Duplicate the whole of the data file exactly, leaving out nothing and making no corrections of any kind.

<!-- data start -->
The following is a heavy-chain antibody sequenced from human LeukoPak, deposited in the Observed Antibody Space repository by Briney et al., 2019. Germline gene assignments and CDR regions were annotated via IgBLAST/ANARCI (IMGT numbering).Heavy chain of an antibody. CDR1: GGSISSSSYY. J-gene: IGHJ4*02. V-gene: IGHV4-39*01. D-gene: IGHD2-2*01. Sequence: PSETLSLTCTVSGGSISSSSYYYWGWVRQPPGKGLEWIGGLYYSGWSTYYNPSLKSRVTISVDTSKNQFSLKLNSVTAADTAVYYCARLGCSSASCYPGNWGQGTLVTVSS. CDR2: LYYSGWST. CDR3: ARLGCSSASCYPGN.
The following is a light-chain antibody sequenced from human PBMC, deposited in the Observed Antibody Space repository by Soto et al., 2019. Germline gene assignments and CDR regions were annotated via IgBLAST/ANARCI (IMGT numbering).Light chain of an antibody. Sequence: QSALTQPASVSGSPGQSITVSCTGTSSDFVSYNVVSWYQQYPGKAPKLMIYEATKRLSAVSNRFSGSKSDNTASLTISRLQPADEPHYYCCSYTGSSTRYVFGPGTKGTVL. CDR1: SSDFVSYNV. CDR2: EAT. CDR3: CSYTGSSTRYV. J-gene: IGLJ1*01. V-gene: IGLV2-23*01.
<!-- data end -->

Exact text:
The following is a heavy-chain antibody sequenced from human LeukoPak, deposited in the Observed Antibody Space repository by Briney et al., 2019. Germline gene assignments and CDR regions were annotated via IgBLAST/ANARCI (IMGT numbering).Heavy chain of an antibody. CDR1: GGSISSSSYY. J-gene: IGHJ4*02. V-gene: IGHV4-39*01. D-gene: IGHD2-2*01. Sequence: PSETLSLTCTVSGGSISSSSYYYWGWVRQPPGKGLEWIGGLYYSGWSTYYNPSLKSRVTISVDTSKNQFSLKLNSVTAADTAVYYCARLGCSSASCYPGNWGQGTLVTVSS. CDR2: LYYSGWST. CDR3: ARLGCSSASCYPGN.
The following is a light-chain antibody sequenced from human PBMC, deposited in the Observed Antibody Space repository by Soto et al., 2019. Germline gene assignments and CDR regions were annotated via IgBLAST/ANARCI (IMGT numbering).Light chain of an antibody. Sequence: QSALTQPASVSGSPGQSITVSCTGTSSDFVSYNVVSWYQQYPGKAPKLMIYEATKRLSAVSNRFSGSKSDNTASLTISRLQPADEPHYYCCSYTGSSTRYVFGPGTKGTVL. CDR1: SSDFVSYNV. CDR2: EAT. CDR3: CSYTGSSTRYV. J-gene: IGLJ1*01. V-gene: IGLV2-23*01.